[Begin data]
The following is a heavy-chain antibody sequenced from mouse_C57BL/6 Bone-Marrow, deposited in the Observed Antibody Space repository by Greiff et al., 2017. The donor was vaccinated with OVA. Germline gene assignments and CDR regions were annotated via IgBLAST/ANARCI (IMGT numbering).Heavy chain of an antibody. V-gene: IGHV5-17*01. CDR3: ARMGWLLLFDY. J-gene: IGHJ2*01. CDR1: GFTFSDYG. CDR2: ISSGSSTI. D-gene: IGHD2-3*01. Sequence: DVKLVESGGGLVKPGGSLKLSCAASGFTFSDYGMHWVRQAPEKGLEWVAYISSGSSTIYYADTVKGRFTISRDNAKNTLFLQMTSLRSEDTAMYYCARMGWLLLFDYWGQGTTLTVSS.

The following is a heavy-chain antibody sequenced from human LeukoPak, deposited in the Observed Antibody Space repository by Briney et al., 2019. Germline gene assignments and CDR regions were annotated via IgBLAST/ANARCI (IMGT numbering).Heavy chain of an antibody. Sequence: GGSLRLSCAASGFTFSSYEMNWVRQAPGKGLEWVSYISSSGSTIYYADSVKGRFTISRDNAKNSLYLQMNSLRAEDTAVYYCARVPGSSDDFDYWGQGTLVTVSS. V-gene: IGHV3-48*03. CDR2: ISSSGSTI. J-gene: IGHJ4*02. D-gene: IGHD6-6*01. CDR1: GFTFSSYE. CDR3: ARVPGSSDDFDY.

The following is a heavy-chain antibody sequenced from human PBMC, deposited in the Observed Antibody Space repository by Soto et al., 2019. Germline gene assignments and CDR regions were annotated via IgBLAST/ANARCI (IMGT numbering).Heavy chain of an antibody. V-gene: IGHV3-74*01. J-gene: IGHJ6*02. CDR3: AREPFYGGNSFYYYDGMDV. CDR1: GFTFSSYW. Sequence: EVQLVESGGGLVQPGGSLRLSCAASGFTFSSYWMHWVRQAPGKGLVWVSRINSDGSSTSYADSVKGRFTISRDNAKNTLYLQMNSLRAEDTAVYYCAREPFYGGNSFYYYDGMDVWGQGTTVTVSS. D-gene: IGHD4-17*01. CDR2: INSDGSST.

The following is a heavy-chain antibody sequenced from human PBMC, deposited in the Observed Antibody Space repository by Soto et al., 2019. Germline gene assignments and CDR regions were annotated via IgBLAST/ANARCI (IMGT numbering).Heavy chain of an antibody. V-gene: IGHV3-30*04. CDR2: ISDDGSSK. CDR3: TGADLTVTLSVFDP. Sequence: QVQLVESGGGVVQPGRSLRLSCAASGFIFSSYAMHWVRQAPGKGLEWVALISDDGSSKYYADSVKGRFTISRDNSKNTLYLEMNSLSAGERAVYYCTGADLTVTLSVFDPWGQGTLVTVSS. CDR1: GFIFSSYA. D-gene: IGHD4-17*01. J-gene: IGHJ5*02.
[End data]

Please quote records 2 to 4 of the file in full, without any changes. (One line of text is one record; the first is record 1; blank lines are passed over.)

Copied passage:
The following is a heavy-chain antibody sequenced from human LeukoPak, deposited in the Observed Antibody Space repository by Briney et al., 2019. Germline gene assignments and CDR regions were annotated via IgBLAST/ANARCI (IMGT numbering).Heavy chain of an antibody. Sequence: GGSLRLSCAASGFTFSSYEMNWVRQAPGKGLEWVSYISSSGSTIYYADSVKGRFTISRDNAKNSLYLQMNSLRAEDTAVYYCARVPGSSDDFDYWGQGTLVTVSS. V-gene: IGHV3-48*03. CDR2: ISSSGSTI. J-gene: IGHJ4*02. D-gene: IGHD6-6*01. CDR1: GFTFSSYE. CDR3: ARVPGSSDDFDY.

The following is a heavy-chain antibody sequenced from human PBMC, deposited in the Observed Antibody Space repository by Soto et al., 2019. Germline gene assignments and CDR regions were annotated via IgBLAST/ANARCI (IMGT numbering).Heavy chain of an antibody. V-gene: IGHV3-74*01. J-gene: IGHJ6*02. CDR3: AREPFYGGNSFYYYDGMDV. CDR1: GFTFSSYW. Sequence: EVQLVESGGGLVQPGGSLRLSCAASGFTFSSYWMHWVRQAPGKGLVWVSRINSDGSSTSYADSVKGRFTISRDNAKNTLYLQMNSLRAEDTAVYYCAREPFYGGNSFYYYDGMDVWGQGTTVTVSS. D-gene: IGHD4-17*01. CDR2: INSDGSST.

The following is a heavy-chain antibody sequenced from human PBMC, deposited in the Observed Antibody Space repository by Soto et al., 2019. Germline gene assignments and CDR regions were annotated via IgBLAST/ANARCI (IMGT numbering).Heavy chain of an antibody. V-gene: IGHV3-30*04. CDR2: ISDDGSSK. CDR3: TGADLTVTLSVFDP. Sequence: QVQLVESGGGVVQPGRSLRLSCAASGFIFSSYAMHWVRQAPGKGLEWVALISDDGSSKYYADSVKGRFTISRDNSKNTLYLEMNSLSAGERAVYYCTGADLTVTLSVFDPWGQGTLVTVSS. CDR1: GFIFSSYA. D-gene: IGHD4-17*01. J-gene: IGHJ5*02.